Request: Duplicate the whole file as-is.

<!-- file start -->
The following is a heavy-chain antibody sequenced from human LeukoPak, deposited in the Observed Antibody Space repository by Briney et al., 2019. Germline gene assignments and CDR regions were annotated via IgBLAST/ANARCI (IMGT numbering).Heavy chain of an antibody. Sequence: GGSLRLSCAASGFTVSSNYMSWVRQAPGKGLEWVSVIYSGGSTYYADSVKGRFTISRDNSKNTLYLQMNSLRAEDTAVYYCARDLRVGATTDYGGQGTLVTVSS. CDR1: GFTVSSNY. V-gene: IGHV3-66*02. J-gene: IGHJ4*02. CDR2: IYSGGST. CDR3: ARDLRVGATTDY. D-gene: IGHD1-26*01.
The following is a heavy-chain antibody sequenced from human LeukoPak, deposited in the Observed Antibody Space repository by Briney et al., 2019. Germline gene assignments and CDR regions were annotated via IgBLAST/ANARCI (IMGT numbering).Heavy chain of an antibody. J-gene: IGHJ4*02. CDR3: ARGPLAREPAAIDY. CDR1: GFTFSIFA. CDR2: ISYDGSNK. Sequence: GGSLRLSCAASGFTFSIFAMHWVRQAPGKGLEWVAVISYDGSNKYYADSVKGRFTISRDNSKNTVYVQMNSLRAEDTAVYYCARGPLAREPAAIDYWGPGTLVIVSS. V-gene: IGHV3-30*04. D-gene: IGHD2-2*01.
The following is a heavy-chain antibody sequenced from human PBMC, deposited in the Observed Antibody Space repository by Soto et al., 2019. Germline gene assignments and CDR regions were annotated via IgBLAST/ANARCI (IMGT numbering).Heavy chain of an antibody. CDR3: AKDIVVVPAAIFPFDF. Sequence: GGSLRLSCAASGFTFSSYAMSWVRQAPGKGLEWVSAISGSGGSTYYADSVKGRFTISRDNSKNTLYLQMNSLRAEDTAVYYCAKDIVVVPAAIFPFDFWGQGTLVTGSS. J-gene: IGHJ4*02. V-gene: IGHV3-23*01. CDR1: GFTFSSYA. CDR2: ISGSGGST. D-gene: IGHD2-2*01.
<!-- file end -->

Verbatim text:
The following is a heavy-chain antibody sequenced from human LeukoPak, deposited in the Observed Antibody Space repository by Briney et al., 2019. Germline gene assignments and CDR regions were annotated via IgBLAST/ANARCI (IMGT numbering).Heavy chain of an antibody. Sequence: GGSLRLSCAASGFTVSSNYMSWVRQAPGKGLEWVSVIYSGGSTYYADSVKGRFTISRDNSKNTLYLQMNSLRAEDTAVYYCARDLRVGATTDYGGQGTLVTVSS. CDR1: GFTVSSNY. V-gene: IGHV3-66*02. J-gene: IGHJ4*02. CDR2: IYSGGST. CDR3: ARDLRVGATTDY. D-gene: IGHD1-26*01.
The following is a heavy-chain antibody sequenced from human LeukoPak, deposited in the Observed Antibody Space repository by Briney et al., 2019. Germline gene assignments and CDR regions were annotated via IgBLAST/ANARCI (IMGT numbering).Heavy chain of an antibody. J-gene: IGHJ4*02. CDR3: ARGPLAREPAAIDY. CDR1: GFTFSIFA. CDR2: ISYDGSNK. Sequence: GGSLRLSCAASGFTFSIFAMHWVRQAPGKGLEWVAVISYDGSNKYYADSVKGRFTISRDNSKNTVYVQMNSLRAEDTAVYYCARGPLAREPAAIDYWGPGTLVIVSS. V-gene: IGHV3-30*04. D-gene: IGHD2-2*01.
The following is a heavy-chain antibody sequenced from human PBMC, deposited in the Observed Antibody Space repository by Soto et al., 2019. Germline gene assignments and CDR regions were annotated via IgBLAST/ANARCI (IMGT numbering).Heavy chain of an antibody. CDR3: AKDIVVVPAAIFPFDF. Sequence: GGSLRLSCAASGFTFSSYAMSWVRQAPGKGLEWVSAISGSGGSTYYADSVKGRFTISRDNSKNTLYLQMNSLRAEDTAVYYCAKDIVVVPAAIFPFDFWGQGTLVTGSS. J-gene: IGHJ4*02. V-gene: IGHV3-23*01. CDR1: GFTFSSYA. CDR2: ISGSGGST. D-gene: IGHD2-2*01.